Taking support in this hard-hitting drama are Louise Carter (Mrs. Allen); Sally Blane (Alice); Allen Jenkins (Barney, a fellow convict); Edward Ellis (Bomber Wells, Jim's cell-mate); David Landau (First Warden); Edward McNamara (Second Warden); Noel Francis (Linda, the lady of the evening who makes Jim's night's lodging "comfortable") and James Bell as the ill-fated convict who suffers from stomach pains. When the movie played on local television back in the 1960s and 70s, it was presented under a shorter title, "I Am a Fugitive," but when distributed to video cassette in the 1980s, its complete title was restored. Other than Paul Muni's Academy Award nomination as Best Actor for his performance as Jim Allen, the movie was honored the Best Picture award, losing "Cavalcade" (Fox, 1933).
After all these years, "I Am a Fugitive" remains a fast-pace man-on-the-run drama, which holds interest throughout its 93 minutes of screen time, and not so easily to forget once it is all over. With the chain gang system being virtually a thing of the past (younger viewers might ask, "What is a chain gang?"), the movie is a curious look back as to how prison conditions were like in the early part of the twentieth century, and how the judicial system has changed since then. "I Am a Fugitive" available on both VHS and DVD formats, has become a frequent revival on Turner Classic Movies. (****)
Without a doubt, this is one of the finest films I have seen. Paul Muni's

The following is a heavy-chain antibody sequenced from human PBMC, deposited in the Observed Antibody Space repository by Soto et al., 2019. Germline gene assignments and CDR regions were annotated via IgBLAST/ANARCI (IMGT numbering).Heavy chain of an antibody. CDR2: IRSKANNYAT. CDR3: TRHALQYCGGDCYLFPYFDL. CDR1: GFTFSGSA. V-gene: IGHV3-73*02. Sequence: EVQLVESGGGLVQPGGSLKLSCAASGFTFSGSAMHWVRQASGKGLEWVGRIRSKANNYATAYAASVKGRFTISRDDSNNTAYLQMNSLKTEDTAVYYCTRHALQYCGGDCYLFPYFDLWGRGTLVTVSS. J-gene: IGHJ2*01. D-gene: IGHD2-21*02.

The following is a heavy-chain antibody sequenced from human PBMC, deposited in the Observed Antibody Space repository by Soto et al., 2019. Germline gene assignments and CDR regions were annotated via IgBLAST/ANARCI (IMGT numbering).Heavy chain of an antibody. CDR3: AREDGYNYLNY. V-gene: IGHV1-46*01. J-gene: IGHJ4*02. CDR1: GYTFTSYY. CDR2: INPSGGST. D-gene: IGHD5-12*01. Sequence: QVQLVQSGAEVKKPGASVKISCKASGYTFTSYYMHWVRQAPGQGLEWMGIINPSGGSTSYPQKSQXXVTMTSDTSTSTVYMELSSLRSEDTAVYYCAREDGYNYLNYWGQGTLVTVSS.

performance is so good, it's practically indescribable. I thought he was
extremely believable as the unduly accused and convicted James Allen. This
story will rip your heart out, and rightly so. The film is very well done
in every way, down to the smallest detail (best example of this: the
disgusting looking prison food if you can call it that). The use of
newspaper headlines is extremely effective, as well as the very realistic
scenes in the prison and work yard, and the whole environment in which Allen
must live. The viewer can almost feel Allen's pain as the other inmate
hammers away at his leg chains to give him a glimpse of hope toward freedom.
However, even the scenes of Allen's life on the outside still evoke a sense
of foreboding. This is a very powerful film.
I saw it as part of the Essentials series on Turner Classic Movies, and Robert Osborne said that the real-life protagonist on whom this film is based acted as a consultant. Since he was still on the run, however, he was not credited. The whole situation is so sad, and this sadness and feeling of oppression hang over the film with such realism, that sometimes it is as though you are watching Allen's life caught on videotape, instead of a motion picture. It is extremely gripping and downbeat, with a killer ending. The fact that it's a true story just adds to the pervasive feeling of doom. Way ahead of its time, and a brave picture to make in its indictment of the justice system. WOW.
TWO FAVORITE MOMENTS: 1) Allen looking directly at the policeman in the barbershop with a determined, steely glare, as if suddenly realizing that he will not be recognized, and simply defying the cop to recognize him. The barber doesn't recognize him either, even though the cop and barber have just been describing Allen. This scene, I am sure, meant to emphasize the incompetence of the police and justice system, without using any words to do so. Fantastically done. I am in awe.
2) Chain gang inmate Barney Sykes (played by supreme character actor Allen Jenkins), finally released from jail, is offered a ride from the prison staff, who are carting the coffin of a dead inmate off the grounds. Very matter-of-factly, as though he has done this before (and thus demonstrating the de-humanizing effects of prison life) Sykes hops up onto the back of the truck and sits right on the coffin. Upon seeing this out the window, the other inmates ruminate on the fact that there are only two ways to leave the chain gang `get let out, or die out.'
I will not give the ending away, but if it doesn't move you to tears, I don't know what will. Haunting.